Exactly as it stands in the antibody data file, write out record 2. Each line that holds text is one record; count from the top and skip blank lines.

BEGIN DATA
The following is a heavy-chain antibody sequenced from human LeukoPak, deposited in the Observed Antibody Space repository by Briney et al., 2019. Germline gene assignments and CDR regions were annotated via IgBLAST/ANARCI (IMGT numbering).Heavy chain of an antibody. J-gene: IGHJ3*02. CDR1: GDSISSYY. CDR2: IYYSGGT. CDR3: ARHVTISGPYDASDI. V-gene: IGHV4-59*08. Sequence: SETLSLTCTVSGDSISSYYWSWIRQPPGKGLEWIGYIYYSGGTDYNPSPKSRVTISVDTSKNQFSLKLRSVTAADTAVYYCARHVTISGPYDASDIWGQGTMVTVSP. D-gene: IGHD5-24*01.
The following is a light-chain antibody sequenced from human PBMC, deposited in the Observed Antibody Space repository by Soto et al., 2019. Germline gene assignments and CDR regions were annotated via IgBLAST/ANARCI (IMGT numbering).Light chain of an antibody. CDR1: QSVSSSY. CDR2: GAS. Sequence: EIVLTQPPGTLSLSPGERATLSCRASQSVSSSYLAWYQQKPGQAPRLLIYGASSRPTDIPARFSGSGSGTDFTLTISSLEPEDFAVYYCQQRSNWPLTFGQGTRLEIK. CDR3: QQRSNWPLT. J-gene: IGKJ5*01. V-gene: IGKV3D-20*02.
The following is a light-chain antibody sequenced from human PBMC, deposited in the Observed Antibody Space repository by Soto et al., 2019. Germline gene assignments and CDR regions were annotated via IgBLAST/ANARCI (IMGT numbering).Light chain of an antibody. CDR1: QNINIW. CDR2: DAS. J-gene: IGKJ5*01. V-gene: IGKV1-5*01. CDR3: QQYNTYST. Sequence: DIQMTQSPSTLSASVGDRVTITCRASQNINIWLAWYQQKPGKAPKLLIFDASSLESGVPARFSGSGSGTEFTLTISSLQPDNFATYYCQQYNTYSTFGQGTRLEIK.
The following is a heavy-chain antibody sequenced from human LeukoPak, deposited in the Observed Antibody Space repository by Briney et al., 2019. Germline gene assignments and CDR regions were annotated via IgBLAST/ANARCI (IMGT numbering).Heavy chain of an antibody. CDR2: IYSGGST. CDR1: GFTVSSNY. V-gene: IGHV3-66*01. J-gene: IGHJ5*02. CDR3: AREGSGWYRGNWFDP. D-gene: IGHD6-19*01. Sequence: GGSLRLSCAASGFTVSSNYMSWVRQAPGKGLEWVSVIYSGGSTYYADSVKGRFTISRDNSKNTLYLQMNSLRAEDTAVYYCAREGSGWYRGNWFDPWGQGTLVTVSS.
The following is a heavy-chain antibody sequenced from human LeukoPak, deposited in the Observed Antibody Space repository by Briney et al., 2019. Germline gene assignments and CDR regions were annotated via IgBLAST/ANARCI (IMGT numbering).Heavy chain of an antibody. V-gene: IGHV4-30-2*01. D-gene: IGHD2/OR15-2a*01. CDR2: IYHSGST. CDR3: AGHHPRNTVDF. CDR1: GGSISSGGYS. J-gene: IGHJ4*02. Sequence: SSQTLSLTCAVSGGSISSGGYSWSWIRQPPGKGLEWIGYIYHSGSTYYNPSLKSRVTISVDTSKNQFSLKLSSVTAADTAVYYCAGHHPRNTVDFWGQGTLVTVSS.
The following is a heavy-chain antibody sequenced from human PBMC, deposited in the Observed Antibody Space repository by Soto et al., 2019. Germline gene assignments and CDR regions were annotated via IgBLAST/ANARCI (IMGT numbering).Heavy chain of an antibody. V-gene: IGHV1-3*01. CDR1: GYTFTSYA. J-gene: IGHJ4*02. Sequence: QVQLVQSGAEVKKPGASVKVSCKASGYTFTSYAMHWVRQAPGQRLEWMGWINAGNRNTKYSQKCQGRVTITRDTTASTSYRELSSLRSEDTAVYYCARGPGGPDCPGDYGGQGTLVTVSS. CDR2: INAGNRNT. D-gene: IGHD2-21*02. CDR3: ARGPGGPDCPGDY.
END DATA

The following is a light-chain antibody sequenced from human PBMC, deposited in the Observed Antibody Space repository by Soto et al., 2019. Germline gene assignments and CDR regions were annotated via IgBLAST/ANARCI (IMGT numbering).Light chain of an antibody. CDR1: QSVSSSY. CDR2: GAS. Sequence: EIVLTQPPGTLSLSPGERATLSCRASQSVSSSYLAWYQQKPGQAPRLLIYGASSRPTDIPARFSGSGSGTDFTLTISSLEPEDFAVYYCQQRSNWPLTFGQGTRLEIK. CDR3: QQRSNWPLT. J-gene: IGKJ5*01. V-gene: IGKV3D-20*02.